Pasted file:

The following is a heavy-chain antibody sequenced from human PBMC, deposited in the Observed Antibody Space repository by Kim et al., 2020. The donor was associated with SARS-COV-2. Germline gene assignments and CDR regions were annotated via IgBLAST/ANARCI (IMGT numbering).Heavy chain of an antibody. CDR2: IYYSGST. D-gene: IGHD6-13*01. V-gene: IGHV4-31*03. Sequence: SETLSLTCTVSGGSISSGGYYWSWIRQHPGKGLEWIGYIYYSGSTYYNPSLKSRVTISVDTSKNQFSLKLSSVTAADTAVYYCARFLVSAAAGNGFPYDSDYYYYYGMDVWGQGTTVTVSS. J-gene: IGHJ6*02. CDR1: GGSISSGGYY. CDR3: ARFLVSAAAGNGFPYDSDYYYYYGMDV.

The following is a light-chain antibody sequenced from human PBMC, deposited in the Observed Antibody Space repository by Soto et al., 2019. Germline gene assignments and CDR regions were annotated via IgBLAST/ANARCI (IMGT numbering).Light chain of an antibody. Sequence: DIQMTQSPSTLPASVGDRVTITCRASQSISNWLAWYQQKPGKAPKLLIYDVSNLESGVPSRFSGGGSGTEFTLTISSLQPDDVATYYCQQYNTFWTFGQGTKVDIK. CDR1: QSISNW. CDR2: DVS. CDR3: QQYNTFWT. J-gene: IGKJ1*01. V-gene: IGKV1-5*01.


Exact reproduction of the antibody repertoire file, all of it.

The following is a heavy-chain antibody sequenced from human PBMC, deposited in the Observed Antibody Space repository by Kim et al., 2020. The donor was associated with SARS-COV-2. Germline gene assignments and CDR regions were annotated via IgBLAST/ANARCI (IMGT numbering).Heavy chain of an antibody. CDR2: IYYSGST. D-gene: IGHD6-13*01. V-gene: IGHV4-31*03. Sequence: SETLSLTCTVSGGSISSGGYYWSWIRQHPGKGLEWIGYIYYSGSTYYNPSLKSRVTISVDTSKNQFSLKLSSVTAADTAVYYCARFLVSAAAGNGFPYDSDYYYYYGMDVWGQGTTVTVSS. J-gene: IGHJ6*02. CDR1: GGSISSGGYY. CDR3: ARFLVSAAAGNGFPYDSDYYYYYGMDV.

The following is a light-chain antibody sequenced from human PBMC, deposited in the Observed Antibody Space repository by Soto et al., 2019. Germline gene assignments and CDR regions were annotated via IgBLAST/ANARCI (IMGT numbering).Light chain of an antibody. Sequence: DIQMTQSPSTLPASVGDRVTITCRASQSISNWLAWYQQKPGKAPKLLIYDVSNLESGVPSRFSGGGSGTEFTLTISSLQPDDVATYYCQQYNTFWTFGQGTKVDIK. CDR1: QSISNW. CDR2: DVS. CDR3: QQYNTFWT. J-gene: IGKJ1*01. V-gene: IGKV1-5*01.